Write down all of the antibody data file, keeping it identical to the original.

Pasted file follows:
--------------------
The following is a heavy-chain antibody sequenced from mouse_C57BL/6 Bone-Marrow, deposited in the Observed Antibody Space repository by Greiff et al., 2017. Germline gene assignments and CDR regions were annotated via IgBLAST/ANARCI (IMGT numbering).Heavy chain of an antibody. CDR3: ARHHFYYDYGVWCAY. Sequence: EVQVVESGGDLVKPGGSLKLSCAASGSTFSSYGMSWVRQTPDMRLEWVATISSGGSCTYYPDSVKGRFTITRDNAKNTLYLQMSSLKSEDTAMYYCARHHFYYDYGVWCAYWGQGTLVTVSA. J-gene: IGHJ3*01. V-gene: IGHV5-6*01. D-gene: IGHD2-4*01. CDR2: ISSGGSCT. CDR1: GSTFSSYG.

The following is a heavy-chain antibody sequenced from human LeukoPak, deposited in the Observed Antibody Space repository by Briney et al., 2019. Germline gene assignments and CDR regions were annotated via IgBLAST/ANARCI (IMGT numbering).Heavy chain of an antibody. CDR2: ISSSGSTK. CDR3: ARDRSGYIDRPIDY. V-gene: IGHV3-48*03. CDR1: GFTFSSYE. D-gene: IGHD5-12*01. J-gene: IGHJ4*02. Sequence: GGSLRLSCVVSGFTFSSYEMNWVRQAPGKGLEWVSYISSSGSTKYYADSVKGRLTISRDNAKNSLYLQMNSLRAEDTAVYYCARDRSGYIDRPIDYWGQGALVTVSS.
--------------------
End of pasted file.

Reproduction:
The following is a heavy-chain antibody sequenced from mouse_C57BL/6 Bone-Marrow, deposited in the Observed Antibody Space repository by Greiff et al., 2017. Germline gene assignments and CDR regions were annotated via IgBLAST/ANARCI (IMGT numbering).Heavy chain of an antibody. CDR3: ARHHFYYDYGVWCAY. Sequence: EVQVVESGGDLVKPGGSLKLSCAASGSTFSSYGMSWVRQTPDMRLEWVATISSGGSCTYYPDSVKGRFTITRDNAKNTLYLQMSSLKSEDTAMYYCARHHFYYDYGVWCAYWGQGTLVTVSA. J-gene: IGHJ3*01. V-gene: IGHV5-6*01. D-gene: IGHD2-4*01. CDR2: ISSGGSCT. CDR1: GSTFSSYG.

The following is a heavy-chain antibody sequenced from human LeukoPak, deposited in the Observed Antibody Space repository by Briney et al., 2019. Germline gene assignments and CDR regions were annotated via IgBLAST/ANARCI (IMGT numbering).Heavy chain of an antibody. CDR2: ISSSGSTK. CDR3: ARDRSGYIDRPIDY. V-gene: IGHV3-48*03. CDR1: GFTFSSYE. D-gene: IGHD5-12*01. J-gene: IGHJ4*02. Sequence: GGSLRLSCVVSGFTFSSYEMNWVRQAPGKGLEWVSYISSSGSTKYYADSVKGRLTISRDNAKNSLYLQMNSLRAEDTAVYYCARDRSGYIDRPIDYWGQGALVTVSS.